Program Statement: Designing mesmerizsing, interactive timeline for the user’s weight loss journey.

For the past few months, we have been working on a health app that helps users in their weight loss journey. Here, we call it more of a Wellness Journey. This app keeps track of your weight, your inches, water intake, and, of course, your calories. We are creating a platform that acts as a personal assistant in their journey. 

Lately, our users have been asking us for a feature in the app where they can view their entire journey i.e what was their weight when they started, and how things progressed along the weeks, their major achievements (things like the 1st pound lost, after a month and so on….). So we decided to give it a go. Read along to see what we came up with.

Solution: After brainstorming with our UX designer, UI designer, and fellow developers, and discussing multiple approaches from a simple listing to complex timelines, we finally settled on the one which had maximum opportunity for micro-interactions, animation, and user engagement.

The idea was to show the weight loss journey to a user, quite symbolic to the  journey on the road which can have milestones in between based on the achievements the user has attained. A path which will be laid out in front of the user and then will be filled accordingly to the point where the user has reached at a particular point in the duration of the program.

Below is the final implementation of the feature in our app.

 

I am only going to cover the animating path in this blog and other animation and interaction in the next one.

Step 1

Drawing leader line

Leader Line is basically the center line (dotted line in above video), which is equidistant from the inner and outer contour line.

This is the simplest part of this animation. We have to draw a series of connected horizontal lines and semicircles.

SVG images for animation

The above illustration explains how we draw in SVG. You can read more about SVG paths here. The negative sign in horizontal lines means we want our lines drawn from right to left. Arcs in SVG require extra attention.

Arcs accept parameters, as `rx`, `ry`, `x-axis rotation`, `large arc flag`, `sweep flag`, `finalX`, `finalY`. As we are basically drawing a semicircle, we don’t need `x-axis rotation flag` and `large arc flag`. `Sweep flag` determines which side we want to draw. 1 means the positive side and 0 means the negative side. To know more about SVG arc check this link.

From the above line of code, we have our leader line ready.

Step 2

Creating leader lineFor this step, I want you to stop and have a look at the animation video above. Our ultimate goal is to animate the path. For smooth animation, we have to break down into smaller segments and then attach them piece by piece.

Leader line animation

To divide the leader line into smaller chunks, we will use svg-path-properties library.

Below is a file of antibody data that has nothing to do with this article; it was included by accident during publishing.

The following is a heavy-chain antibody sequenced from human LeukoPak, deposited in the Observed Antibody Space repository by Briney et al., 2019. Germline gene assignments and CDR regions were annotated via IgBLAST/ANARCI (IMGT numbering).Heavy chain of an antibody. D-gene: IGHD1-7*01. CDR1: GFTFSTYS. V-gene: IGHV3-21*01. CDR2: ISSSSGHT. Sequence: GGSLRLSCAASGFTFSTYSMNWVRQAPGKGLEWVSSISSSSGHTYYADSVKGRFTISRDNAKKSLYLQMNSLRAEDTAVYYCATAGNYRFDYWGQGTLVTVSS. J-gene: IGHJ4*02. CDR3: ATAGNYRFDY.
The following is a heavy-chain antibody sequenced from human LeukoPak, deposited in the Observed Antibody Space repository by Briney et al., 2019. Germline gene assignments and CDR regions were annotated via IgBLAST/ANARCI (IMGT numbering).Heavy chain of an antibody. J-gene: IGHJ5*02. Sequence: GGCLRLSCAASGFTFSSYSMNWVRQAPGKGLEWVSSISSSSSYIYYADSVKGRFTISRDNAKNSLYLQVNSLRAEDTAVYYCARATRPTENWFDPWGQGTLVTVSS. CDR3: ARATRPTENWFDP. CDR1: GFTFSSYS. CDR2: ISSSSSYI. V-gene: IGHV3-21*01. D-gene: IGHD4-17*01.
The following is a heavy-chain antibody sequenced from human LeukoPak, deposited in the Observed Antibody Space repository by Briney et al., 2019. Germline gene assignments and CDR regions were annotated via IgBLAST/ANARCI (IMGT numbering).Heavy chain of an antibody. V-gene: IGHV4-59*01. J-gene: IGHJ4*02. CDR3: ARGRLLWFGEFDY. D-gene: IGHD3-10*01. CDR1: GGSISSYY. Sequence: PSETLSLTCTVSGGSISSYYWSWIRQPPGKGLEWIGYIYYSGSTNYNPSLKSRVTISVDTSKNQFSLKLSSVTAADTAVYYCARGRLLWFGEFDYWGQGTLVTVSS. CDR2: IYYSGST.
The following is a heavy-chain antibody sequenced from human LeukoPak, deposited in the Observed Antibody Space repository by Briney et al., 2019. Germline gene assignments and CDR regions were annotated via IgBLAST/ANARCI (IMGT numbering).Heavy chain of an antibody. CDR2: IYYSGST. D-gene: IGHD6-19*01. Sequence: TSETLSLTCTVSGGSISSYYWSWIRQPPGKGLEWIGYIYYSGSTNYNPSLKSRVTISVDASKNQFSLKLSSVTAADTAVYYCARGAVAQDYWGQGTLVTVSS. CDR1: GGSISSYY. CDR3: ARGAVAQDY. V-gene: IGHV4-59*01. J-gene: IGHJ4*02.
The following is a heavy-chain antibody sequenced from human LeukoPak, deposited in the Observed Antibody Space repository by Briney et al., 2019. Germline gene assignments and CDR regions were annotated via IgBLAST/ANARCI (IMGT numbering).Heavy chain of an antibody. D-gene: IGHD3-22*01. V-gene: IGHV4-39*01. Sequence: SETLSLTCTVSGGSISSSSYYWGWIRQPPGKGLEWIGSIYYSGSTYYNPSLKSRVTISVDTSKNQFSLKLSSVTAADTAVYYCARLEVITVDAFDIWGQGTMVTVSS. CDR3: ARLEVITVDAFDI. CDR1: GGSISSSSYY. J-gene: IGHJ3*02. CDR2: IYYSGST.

Suppose the height of the road is 20pt. Then, to make a close path from a single line, we need an outer and inner line having 10 points distance from the leader line each. In the above lines of codes, we get points for the leader line directly. Now, we have to calculate the same for the inner and outer line.

Another point of significance that I would like to mention here is that we just can’t subtract or add 10 to the leader lines to get our outer and the inner path without considering direction.

Just like vectors, we will also use direction here and for this we will use our old friend ‘Trigonometry’. We will get two points on the leader line and find the angle between the line formed by the last two points and the x-axis.

If you have two points, (x0, y0) and (x1, y1), then the angle of the line joining them (relative to the X axis) is given by:

theta = atan2((y1 – y0), (x1 – x0))

We know:
tanθ = Perpendicular / Base = (Difference in height)/(Difference in width)

We can calculate θ by using formula for tan inverse. After calculating angle we calculate x and y position as:

Δx = radius * sin(θ)

Δy = radius * cos(θ)

Getting delta x and y

Step 3

Now, since we have coordinates for the inner and outer path, we need to translate them into a closed SVG path to form our road. Here, the D3 library comes to our rescue. We use d3-shapes’ area method to get our path.

Please note that I am appending the Inner path point at the end of the Outer path point.

Step 4

Until now, we have only laid down the solid block of the path. Now, we have to animate the path as well. As I said earlier, for animating the path, we will render pieces after pieces. By pieces, I meant we will take a small subset from the outer and inner path segment array and convert it into a path and render it.

creating animated block path

 



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